REJECTING THE IDEA OF AN OVERHAUL…. Senate Minority Leader Mitch McConnell (R) of Kentucky was on “Meet the Press” yesterday, talking about his opposition to the health care reform proposal(s). That’s fine; he’s the opposition leader. Of course he’s going to oppose the majority’s agenda.
But what I found interesting was the way in which McConnell defended the structure of the status quo.
“[W]e have the finest health care in the world now. We need to focus on the two problems that we have, cost and access, not sort of scrap the entire healthcare system of the United States. […]
“So let’s focus on access and cost and not try to scrap the whole system.”
Hearing this reminded me quite a bit of John McCain insisting that the “fundamentals of the economy are strong” just as the economy was collapsing last fall. McConnell argued that the fundamentals of the health care system are fine. He didn’t go quite as far as Sen. Richard Shelby (R-Ala.), who argued we have the finest health care system since the dawn of time, but McConnell continues to think the system is, at its core, fine. A few tax cuts here, a few tax cuts there, throw in some restrictions on lawsuits, and voila, problem solved. There’s no need for major change, when some tinkering will get the job done.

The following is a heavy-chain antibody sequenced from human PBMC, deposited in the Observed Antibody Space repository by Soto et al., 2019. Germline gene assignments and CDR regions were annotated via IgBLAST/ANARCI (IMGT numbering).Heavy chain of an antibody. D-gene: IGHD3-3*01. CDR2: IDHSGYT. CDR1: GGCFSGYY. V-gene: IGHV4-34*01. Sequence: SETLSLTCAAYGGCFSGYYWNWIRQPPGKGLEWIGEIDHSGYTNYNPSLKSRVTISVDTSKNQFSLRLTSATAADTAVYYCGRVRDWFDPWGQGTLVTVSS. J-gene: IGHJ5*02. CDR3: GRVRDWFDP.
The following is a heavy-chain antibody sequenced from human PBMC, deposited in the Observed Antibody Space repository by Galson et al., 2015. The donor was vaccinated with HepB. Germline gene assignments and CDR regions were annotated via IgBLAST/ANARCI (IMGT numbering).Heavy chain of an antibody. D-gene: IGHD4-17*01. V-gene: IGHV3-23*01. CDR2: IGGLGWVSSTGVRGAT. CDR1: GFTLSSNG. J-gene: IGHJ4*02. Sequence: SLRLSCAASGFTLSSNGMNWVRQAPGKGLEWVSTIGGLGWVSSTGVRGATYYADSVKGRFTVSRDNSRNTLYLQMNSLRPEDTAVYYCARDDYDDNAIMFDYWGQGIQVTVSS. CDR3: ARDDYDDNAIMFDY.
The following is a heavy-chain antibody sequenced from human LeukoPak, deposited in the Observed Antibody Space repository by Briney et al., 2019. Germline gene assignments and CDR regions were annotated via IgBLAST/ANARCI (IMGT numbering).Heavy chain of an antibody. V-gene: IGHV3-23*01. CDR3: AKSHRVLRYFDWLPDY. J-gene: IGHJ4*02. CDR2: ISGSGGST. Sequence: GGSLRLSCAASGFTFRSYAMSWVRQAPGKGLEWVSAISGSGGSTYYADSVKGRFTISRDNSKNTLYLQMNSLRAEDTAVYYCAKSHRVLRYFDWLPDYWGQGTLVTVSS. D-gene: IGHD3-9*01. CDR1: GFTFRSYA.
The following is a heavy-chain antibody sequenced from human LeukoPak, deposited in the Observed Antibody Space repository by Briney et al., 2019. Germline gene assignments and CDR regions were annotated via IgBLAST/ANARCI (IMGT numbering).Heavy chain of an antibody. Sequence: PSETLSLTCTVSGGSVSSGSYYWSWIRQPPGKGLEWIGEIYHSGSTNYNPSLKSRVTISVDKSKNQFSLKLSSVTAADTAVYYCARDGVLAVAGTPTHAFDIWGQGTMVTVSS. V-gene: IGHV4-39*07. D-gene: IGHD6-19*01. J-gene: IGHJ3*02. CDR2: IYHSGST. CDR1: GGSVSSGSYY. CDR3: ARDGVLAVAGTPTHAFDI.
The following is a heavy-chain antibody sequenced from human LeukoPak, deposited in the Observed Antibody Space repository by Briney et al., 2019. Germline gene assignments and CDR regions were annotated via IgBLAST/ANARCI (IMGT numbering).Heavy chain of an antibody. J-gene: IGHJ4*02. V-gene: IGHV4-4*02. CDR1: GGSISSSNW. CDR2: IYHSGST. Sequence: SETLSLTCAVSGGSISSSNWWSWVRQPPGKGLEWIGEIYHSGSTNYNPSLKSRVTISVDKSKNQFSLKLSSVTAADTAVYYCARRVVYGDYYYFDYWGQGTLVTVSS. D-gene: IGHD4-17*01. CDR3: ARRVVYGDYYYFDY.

McConnell proceeded to complain bitterly about the shortcomings of the Canadian system — which has no relevance, since the Democratic plan in no way resembles the Canadian model — and talk about the “billions” we’re wasting on “junk lawsuits.”
When David Gregory asked about the 47 million Americans go without health insurance, McConnell replied, “Well, they don’t go without health care,” because they can just go to the emergency room.
In other words, the Senate Minority Leader just fundamentally disagrees with the very idea of overhauling the system. That’s certainly his right. But perhaps this should serve as a reminder to the Senate majority — Republicans don’t want health care reform. Making a plan worse just to satisfy their demands doesn’t make any sense.